Spring at Shibui Bonsai

It has been some time since I posted here. Spring seems to have arrived a bit earlier than usual this year so I have been busy trying to get through all the early spring bonsai work. I have completed the annual harvest of trees from the grow beds and they are now potted up and on the benches for recovery. Most have very few roots after the hard root prune at digging so it will take a few months before the new roots are strong enough to cope with movement and transport. watch for the new Shibui Bonsai catalogues around the start of December.

We usually take a trade space at Canberra Bonsai show but the spread of Covid has now impacted the capital and this year’s show has been cancelled. In an unexpected twist resulting from restricted movement in Melbourne and Sydney online sales of Shibui Bonsai stock has surged with many enthusiasts taking advantage of the time at home to look for new trees to add to their collections. Bonsai customers can order online and have their trees posted direct to home. There are still some trees from the 2020 catalogues available so email neil@shibuibonsai.com.au to find out what is left.

For those starting out in bonsai Shibui has plenty of smaller starter trees that have been grown specifically for bonsai. Choose from old favorites like trident maple, Japanese maple, Chinese elm, cotoneaster, crab apple and shimpaku juniper. Prices from $15 through to $30 + delivery costs. I am happy to discuss what might be suitable for your situation, skills and price range but if you already have a good idea just email your requirements and I will try to match your ideas with trees from the sales benches.

I have always liked something a little different so I’m always on the lookout for rare and unusual species so I now have a range of rare and unusual species available, including: Buxus harlandii, Huon pine, Chojubai dwarf flowering quince, Prunus ‘elvins’, a few different satsuki azaleas, Cotoneaster damerii (tiny leaves and compact growth habit), Luma apiculata (Chilean myrtle) and more………

More recently my efforts have turned toward smaller bonsai. That also means I tend to pot up more trees that will suit the smaller sized bonsai. If you are also looking to expand your bonsai interests into shohin sized trees I may have suitable stock. Pictured below ar e just a few of the trees that would be suitable to develop shohin sized bonsai.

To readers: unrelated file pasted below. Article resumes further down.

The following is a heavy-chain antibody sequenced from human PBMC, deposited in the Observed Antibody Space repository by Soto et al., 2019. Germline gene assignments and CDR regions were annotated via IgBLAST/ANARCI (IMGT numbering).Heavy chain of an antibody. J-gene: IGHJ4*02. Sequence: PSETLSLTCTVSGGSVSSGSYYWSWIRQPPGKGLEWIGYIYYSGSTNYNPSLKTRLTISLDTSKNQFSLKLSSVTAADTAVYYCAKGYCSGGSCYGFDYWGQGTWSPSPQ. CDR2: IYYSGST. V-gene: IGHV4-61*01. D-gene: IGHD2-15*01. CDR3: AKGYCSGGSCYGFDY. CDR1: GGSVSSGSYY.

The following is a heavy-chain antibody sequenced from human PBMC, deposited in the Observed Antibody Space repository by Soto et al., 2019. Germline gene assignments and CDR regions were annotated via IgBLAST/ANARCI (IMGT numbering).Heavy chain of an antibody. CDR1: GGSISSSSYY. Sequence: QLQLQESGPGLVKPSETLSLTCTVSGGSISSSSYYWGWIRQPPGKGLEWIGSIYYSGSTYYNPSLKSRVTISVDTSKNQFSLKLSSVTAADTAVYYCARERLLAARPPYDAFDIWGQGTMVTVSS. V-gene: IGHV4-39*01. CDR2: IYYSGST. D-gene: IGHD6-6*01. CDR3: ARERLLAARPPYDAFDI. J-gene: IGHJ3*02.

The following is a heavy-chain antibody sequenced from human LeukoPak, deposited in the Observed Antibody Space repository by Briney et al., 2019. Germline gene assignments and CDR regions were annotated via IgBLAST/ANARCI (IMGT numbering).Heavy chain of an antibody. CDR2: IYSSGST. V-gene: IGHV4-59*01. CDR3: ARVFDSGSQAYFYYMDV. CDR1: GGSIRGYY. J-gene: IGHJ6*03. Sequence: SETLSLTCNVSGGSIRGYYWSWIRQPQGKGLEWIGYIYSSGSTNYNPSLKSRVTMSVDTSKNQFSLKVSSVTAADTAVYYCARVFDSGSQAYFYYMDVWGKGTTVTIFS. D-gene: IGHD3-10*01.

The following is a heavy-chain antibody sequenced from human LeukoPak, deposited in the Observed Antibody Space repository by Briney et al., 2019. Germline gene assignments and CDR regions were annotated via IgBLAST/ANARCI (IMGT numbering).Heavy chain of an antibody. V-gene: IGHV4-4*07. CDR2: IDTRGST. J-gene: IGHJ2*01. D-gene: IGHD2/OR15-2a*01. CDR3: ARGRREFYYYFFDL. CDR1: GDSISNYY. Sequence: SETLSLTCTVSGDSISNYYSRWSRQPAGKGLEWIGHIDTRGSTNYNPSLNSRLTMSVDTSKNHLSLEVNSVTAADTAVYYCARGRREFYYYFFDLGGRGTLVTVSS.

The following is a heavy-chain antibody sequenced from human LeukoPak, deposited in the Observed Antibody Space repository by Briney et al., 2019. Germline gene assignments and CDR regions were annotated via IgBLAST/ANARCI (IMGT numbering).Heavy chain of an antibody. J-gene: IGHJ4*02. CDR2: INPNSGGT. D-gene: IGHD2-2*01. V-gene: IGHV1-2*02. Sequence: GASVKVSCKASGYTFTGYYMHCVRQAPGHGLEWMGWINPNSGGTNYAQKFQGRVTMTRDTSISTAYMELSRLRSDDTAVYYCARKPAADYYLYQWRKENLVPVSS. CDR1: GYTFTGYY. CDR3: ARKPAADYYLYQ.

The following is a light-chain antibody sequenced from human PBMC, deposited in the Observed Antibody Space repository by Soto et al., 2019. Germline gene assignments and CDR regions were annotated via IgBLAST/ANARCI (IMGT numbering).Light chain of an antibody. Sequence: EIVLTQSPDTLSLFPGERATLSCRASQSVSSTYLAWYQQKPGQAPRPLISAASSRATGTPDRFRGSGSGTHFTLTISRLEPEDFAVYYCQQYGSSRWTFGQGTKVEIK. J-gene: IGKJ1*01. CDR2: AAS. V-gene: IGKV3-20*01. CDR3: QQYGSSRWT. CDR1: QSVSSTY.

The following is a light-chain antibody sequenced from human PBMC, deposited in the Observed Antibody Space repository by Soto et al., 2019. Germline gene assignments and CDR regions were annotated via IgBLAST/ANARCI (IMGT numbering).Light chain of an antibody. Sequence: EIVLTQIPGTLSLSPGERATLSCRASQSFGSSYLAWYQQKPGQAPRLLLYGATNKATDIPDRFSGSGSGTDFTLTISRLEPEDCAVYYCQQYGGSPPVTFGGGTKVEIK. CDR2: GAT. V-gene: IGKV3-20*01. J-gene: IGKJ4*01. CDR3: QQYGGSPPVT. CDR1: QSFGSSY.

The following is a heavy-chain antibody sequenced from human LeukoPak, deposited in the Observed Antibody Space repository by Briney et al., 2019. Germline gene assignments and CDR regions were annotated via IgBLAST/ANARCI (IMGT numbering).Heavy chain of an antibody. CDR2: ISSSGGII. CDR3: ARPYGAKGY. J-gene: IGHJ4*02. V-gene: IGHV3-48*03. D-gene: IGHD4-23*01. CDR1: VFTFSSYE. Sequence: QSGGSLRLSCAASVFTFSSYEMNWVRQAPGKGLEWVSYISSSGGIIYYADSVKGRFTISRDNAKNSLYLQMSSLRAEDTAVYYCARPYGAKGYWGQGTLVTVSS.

Repotting season

It has been some time since I posted here. Spring seems to have arrived earlier this year so I’ve been concentrating on getting my seasonal repotting done before the trees start growing in earnest.

Each year I try to repot a portion of the larger bonsai.Each tree doesn’t usually need doing every year so I can usually get away with only doing around 1/3 of the larger trees each year on a rotating basis which spreads the repotting load.

The smaller bonsai seem to do much better when they are repotted each spring. Rapid root growth soon fills the smaller pots and it can become really difficult to water these if the pots are still crammed with previous season’s roots. My shohin trees have done so much better since I’m repotting annually.

I’m always looking for new and better or different trees to add to the Shibui Bonsai show tables. Each year a few new trees reach the stage where I think they deserve a proper bonsai pot. This year a couple of collected plums made the transition to bonsai pots for further development. The restricted space in the smaller pots should mean shorter internodes that will make it easier to build better ramification on the branches.

I also had pots suitable for a couple of Root over rock trident maples that have spent years in plastic pots while I developed ramification on the branches.